Cats Whiskers, Mar 24 2005
  

       [Evil] "//nature does not have the computing power to keep the natural laws running at infinite detail.// Really? It can only have a finite computing power, if the math is finite. If the math is infinite, then nature will, by law have infinite computing power!"   

       What I meant was a kind of woolly idea about why everything is uncertain at the quantum level. The reasoning behind it is sort of lousy and anthropomorphic, but perhaps it has some more objective correlate. Basically, I don't see how space can 'obey' laws down to infinite resolution - there has to be some sort of 'mathematical gadgetry' inherent in space to ensure that it acts according to certain laws, equivalent to sayng that space has to have some 'computing power' (I'm putting all this in quotes because I do not mean it quite literally.) So, there must be a volume of space so small (coupled with a duration of time so short) that there simply isn't the 'computing power' within it to ensure adherence to the laws. And this is why things go screwey at the quantum level. Space just doesn't have the 'computing power' to apply all the laws instantaneously over infinitesimal distances.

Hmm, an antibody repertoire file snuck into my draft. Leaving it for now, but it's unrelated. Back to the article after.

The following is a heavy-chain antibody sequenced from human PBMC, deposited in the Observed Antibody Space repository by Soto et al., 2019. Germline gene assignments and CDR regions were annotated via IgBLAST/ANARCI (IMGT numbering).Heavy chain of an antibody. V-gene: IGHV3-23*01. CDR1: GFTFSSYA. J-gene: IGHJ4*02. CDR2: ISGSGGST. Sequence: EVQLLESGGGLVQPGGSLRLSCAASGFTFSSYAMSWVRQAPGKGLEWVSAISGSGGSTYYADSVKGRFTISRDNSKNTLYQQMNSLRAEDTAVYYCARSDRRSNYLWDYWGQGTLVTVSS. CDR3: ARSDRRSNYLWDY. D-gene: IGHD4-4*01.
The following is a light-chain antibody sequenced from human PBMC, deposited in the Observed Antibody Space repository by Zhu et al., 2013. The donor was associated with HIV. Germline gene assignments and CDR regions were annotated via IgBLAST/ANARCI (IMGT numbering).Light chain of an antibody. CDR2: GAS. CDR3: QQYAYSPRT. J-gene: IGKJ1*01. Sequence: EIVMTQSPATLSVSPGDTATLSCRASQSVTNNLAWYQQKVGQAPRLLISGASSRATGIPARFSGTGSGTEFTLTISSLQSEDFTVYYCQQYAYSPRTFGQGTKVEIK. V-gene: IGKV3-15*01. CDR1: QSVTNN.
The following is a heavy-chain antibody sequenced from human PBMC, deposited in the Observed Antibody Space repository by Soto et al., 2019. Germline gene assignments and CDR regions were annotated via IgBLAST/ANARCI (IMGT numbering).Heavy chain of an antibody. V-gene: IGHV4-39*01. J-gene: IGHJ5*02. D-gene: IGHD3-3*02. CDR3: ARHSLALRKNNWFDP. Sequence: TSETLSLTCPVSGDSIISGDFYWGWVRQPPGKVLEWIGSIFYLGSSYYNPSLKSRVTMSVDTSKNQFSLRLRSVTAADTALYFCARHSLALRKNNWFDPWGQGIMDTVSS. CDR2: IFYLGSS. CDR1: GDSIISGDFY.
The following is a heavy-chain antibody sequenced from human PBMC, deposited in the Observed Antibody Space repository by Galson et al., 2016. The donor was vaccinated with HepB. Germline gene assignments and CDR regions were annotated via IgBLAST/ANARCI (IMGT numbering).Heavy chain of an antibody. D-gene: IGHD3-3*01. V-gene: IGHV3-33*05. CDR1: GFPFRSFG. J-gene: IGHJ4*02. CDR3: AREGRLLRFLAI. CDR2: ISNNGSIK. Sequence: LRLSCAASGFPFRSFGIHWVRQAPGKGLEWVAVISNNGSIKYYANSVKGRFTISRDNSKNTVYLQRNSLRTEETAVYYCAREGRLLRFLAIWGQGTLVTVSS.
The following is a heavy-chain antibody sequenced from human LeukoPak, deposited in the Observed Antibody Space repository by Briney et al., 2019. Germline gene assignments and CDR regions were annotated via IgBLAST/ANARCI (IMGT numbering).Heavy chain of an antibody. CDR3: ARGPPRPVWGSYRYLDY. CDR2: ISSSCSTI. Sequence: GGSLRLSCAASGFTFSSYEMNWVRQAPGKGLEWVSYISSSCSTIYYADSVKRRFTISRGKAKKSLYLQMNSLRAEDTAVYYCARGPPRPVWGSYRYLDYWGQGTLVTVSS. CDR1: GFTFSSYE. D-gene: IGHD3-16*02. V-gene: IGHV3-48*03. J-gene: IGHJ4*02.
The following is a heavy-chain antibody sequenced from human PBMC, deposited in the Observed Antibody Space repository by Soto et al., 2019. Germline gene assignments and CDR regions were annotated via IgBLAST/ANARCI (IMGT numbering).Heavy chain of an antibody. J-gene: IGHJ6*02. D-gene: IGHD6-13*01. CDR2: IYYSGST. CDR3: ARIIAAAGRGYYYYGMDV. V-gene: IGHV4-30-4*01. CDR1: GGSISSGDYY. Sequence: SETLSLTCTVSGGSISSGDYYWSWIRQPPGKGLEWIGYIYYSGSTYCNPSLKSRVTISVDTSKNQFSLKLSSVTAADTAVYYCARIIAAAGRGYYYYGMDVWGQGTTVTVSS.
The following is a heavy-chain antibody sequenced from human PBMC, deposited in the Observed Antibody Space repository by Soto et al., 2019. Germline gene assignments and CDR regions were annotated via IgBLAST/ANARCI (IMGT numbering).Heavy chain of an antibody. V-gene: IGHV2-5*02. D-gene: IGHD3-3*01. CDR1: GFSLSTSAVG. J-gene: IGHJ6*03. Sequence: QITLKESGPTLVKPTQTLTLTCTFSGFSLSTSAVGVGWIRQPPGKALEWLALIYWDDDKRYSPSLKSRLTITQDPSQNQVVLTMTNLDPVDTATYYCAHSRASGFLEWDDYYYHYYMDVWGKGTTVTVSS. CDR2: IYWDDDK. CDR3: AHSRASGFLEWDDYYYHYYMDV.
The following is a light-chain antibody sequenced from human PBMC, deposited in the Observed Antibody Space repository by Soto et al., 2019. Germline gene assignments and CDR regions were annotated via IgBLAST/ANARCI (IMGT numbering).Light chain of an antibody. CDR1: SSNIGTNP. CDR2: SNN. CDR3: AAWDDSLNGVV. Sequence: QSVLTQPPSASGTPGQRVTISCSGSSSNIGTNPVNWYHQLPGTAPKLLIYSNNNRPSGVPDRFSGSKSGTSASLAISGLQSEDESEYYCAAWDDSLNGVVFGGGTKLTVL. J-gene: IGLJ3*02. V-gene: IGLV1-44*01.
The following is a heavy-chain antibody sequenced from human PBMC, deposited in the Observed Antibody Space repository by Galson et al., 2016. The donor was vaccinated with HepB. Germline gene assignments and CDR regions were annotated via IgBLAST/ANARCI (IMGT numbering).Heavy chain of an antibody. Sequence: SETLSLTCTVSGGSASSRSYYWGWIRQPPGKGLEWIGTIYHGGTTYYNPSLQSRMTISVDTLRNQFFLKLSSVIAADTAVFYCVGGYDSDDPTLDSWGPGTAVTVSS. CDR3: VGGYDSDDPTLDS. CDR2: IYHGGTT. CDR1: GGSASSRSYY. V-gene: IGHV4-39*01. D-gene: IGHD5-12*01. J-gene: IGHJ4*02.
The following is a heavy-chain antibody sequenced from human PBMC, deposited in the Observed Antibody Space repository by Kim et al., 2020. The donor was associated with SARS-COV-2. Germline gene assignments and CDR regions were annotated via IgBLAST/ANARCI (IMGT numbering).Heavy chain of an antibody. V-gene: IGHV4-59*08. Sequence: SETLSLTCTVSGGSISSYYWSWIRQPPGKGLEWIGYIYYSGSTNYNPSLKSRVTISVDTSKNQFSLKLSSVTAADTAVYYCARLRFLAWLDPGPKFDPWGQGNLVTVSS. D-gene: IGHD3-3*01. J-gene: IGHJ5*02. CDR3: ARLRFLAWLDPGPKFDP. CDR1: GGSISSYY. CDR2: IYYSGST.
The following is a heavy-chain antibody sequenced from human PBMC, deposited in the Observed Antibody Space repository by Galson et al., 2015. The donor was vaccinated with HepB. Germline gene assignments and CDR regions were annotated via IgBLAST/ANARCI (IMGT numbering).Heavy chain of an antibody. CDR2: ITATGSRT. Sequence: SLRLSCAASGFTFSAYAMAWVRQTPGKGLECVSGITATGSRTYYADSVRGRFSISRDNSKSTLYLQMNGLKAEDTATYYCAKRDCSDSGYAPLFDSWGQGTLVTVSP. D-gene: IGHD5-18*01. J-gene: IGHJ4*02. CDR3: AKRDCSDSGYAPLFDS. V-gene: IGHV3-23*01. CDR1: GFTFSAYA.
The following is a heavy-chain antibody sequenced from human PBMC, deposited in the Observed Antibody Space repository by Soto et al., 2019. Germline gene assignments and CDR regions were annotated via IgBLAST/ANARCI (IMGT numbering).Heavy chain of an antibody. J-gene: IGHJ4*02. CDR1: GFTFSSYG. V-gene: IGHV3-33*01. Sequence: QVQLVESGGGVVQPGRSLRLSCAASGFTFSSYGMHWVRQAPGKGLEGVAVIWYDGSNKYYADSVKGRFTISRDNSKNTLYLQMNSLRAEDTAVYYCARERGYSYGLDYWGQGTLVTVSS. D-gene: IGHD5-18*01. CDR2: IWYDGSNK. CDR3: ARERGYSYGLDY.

Basepair, Mar 24 2005
  

       But nothing has to 'compute' anything. If you throw a ball into the air and catch it, does nature worry about the increased complexity due to the presence of air drag on the position and velocity? Nope.
RayfordSteele, Mar 24 2005
  

       Good arguement, nut in a computer, absolutely everything has to happen perfectly, and obey all laws of the engine, in order for it to work properly. If for example you modded the engine, to cause it to do something that would cause an inprobability. The engine, once reaching the improbable situation, would have an 'exception', as in computer terms.